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Severe Oracle vulnerability discovered

Imperva security web site this just published this warning about a severe Oracle security vulnerability titled “Security Advisory: Oracle DBMS – Critical Access Control Bypass in Login Bug”:


Imperva claims that there is a bug in the authorization mechanism for Oracle 8i, 9i, and 10g that allows someone to use the tnsnames.ora file to issue privileged SYS commands, with nothing more than "create session" privileges:


"The standard authentication mechanism requires a client to supply a valid pair of user name and password. During the login process an Oracle user with no more than “create session” privileges can execute commands in the context of the special database user SYS. This grants any user the highest administrative privileges possible."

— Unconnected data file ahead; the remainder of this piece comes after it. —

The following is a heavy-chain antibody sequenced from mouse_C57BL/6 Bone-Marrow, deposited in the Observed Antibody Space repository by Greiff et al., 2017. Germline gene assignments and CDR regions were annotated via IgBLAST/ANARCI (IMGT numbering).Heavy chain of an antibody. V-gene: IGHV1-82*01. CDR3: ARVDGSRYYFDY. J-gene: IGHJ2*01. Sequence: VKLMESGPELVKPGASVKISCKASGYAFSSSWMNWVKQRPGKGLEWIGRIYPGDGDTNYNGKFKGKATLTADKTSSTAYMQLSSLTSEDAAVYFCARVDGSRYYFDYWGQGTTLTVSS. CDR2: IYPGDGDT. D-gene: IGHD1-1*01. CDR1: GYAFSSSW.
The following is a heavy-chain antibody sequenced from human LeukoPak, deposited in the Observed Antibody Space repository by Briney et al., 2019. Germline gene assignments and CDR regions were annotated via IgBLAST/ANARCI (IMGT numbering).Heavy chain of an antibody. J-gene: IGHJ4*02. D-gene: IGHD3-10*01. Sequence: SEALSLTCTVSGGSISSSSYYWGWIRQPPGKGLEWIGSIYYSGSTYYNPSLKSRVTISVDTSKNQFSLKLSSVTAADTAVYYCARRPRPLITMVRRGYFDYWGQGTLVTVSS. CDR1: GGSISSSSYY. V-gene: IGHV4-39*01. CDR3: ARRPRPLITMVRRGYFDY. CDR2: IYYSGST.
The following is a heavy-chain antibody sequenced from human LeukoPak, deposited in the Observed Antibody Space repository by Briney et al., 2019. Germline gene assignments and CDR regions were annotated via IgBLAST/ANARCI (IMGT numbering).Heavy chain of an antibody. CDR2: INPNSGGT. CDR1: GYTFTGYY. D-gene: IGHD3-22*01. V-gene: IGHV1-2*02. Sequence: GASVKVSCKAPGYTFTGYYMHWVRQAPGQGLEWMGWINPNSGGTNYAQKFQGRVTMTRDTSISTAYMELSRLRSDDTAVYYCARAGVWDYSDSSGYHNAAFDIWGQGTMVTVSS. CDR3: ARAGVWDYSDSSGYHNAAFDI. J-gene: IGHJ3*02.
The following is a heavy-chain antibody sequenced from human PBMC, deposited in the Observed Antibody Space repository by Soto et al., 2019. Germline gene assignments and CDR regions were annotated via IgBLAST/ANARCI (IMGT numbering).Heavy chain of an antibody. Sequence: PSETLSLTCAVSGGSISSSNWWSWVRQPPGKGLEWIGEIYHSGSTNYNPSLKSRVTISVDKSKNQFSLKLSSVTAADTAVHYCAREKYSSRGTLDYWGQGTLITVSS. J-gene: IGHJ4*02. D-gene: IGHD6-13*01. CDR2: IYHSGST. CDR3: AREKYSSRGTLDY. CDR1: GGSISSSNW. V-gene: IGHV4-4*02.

Imperva has details on this alleged vulnerability:


“The authentication part of the protocol is comprised of two steps, including two different client requests and two server responses respectively. The first request (message code 0x76) contains only the user name while the second (message code 0x73) contains the user name and an obfuscated password.


This second request also contains a list of name-value pairs describing various attributes of the client. The value named “AUTH_ALTER_SESSION” is intended for setting up session attributes related to the locale and language, in the form of an ALTER SESSION SQL statement.


It turns out that this value can contain any SQL statement. Moreover, this command is executed in the context of the SYS user, which operates outside of the Oracle access control mechanism. Thus, by setting the value of “AUTH_ALTER_SESSION” to an arbitrary SQL statement an attacker can execute any arbitrary command in the database. In particular, the attacker can create a new database account and create DBA privileges to the new account.”


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